The NASW Code of Ethics describes multiple relationships (“dual or multiple relationships occur when social workers relate to clients in more than one relationship, whether professional, social, or business. Dual or multiple relationships can occur simultaneously or consecutively”) and addresses them in Article 1.06 (c):
Social workers should not engage in dual or multiple relationships with clients or former clients in which there is a risk of exploitation or potential harm to the client. In instances when dual or multiple relationships are unavoidable, social workers should take steps to protect clients and are responsible for setting clear, appropriate, and culturally sensitive boundaries.
Several other dimensions are added by the APA Code of Ethics Article 3.05 Multiple Relationships, which expands the concept to include relationships with individuals who are associated or related to clients:
(a) A multiple relationship occurs when a psychologist is in a professional role with a person and (1) at the same time is in another role with the same person, (2) at the same time is in a relationship with a person closely associated with or related to the person with whom the psychologist has the professional relationship, or (3) promises to enter into another relationship in the future with the person or a person closely associated with or related to the person.
A psychologist refrains from entering into a multiple relationship if the multiple relationship could reasonably be expected to impair the psychologist’s objectivity, competence, or effectiveness in performing his or her functions as a psychologist, or otherwise risks exploitation or harm to the person with whom the professional relationship exists.
Multiple relationships that would not reasonably be expected to cause impairment or risk exploitation or harm are not unethical.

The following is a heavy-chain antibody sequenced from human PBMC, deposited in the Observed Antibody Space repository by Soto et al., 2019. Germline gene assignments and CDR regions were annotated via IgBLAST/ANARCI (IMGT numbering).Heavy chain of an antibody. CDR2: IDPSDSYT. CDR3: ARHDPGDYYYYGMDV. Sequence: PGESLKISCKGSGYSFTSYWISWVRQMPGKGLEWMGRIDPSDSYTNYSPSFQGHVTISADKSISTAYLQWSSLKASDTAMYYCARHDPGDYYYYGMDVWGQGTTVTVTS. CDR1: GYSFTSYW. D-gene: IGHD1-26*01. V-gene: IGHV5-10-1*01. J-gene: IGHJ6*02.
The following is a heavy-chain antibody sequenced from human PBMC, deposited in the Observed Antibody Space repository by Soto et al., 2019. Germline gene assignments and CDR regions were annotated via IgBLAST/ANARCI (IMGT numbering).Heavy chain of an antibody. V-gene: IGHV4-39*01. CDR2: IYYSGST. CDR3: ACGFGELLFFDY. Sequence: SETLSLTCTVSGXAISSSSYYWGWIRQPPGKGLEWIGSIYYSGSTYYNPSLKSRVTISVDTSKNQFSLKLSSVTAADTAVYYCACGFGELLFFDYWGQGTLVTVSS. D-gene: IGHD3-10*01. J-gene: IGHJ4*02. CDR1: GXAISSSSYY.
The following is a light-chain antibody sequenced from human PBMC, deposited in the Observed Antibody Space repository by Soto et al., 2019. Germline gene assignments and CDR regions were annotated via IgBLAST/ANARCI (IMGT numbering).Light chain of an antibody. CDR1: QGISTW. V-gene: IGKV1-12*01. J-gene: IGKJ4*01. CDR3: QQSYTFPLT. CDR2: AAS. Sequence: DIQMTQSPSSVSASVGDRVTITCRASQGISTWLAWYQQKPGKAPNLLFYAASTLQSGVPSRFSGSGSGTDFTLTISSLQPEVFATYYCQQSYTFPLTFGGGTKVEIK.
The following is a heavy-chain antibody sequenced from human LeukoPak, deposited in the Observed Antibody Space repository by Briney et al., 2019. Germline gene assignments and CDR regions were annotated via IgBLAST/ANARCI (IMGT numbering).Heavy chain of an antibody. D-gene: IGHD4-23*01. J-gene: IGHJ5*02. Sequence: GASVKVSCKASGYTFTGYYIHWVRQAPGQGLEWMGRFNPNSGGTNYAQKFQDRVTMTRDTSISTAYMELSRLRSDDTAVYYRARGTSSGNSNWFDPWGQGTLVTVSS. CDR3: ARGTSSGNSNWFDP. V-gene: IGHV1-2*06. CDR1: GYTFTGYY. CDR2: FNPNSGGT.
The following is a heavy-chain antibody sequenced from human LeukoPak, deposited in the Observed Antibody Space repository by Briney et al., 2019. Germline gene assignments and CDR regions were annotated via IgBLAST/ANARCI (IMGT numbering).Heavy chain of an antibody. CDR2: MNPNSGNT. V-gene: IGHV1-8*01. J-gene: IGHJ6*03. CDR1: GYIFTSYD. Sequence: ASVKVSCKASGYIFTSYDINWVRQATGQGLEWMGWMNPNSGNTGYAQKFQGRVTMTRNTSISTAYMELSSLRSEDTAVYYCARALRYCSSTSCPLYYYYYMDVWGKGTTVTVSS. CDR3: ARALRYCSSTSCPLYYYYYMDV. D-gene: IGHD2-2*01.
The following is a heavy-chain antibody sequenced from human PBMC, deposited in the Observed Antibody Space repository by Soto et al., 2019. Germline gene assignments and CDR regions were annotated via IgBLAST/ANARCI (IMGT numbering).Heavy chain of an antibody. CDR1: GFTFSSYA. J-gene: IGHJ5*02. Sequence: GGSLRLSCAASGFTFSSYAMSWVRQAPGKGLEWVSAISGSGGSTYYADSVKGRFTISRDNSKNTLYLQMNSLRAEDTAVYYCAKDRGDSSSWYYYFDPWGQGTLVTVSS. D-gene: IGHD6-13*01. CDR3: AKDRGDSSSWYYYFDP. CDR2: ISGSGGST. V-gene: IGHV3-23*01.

In summary, it seems clear that multiple relationships are of interest in the ethics codes of most major professional organizations. Are they innately hazardous for client and therapist? Not necessarily. Are they cause for ethical alertness and introspection? Yes.
Ethics & Boundaries in Psychotherapy is a 3-hour online continuing education (CE/CEU) course intended to give psychotherapists the tools they need to resolve the common and not-so-common ethical and boundary issues and dilemmas that they may expect to encounter in their everyday professional practice in the 21st century. Among the topics discussed are definitions of boundaries; resolving conflicts between ethics and the law; boundary crossings vs. boundary violations; multiple relationships; sexual misconduct; privacy and confidentiality in the age of HIPAA and the Patriot Act; ethics issues with dangerous clients; boundary issues in clinical supervision; ethics and cultural competency; ethical boundaries in use of social media; ethical practice in teletherapy; fees and financial relationships; and a 17-step model for ethical decision making. * This course satisfies the ethics & boundaries requirement for license renewal of Florida counselors, social workers & MFTs. Course #30-77 | 2015 | 40 pages | 21 posttest questions
Professional Development Resources is approved by the American Psychological Association (APA) to sponsor continuing education for psychologists; the National Board of Certified Counselors (NBCC ACEP #5590); the Association of Social Work Boards (ASWB #1046, ACE Program); the California Board of Behavioral Sciences (#PCE1625); the Florida Boards of Clinical Social Work, Marriage & Family Therapy, and Mental Health Counseling (#BAP346) and Psychology & School Psychology (#50-1635); the Ohio Counselor, Social Worker & MFT Board (#RCST100501); the South Carolina Board of Professional Counselors & MFTs (#193); and the Texas Board of Examiners of Marriage & Family Therapists (#114) and State Board of Social Worker Examiners (#5678).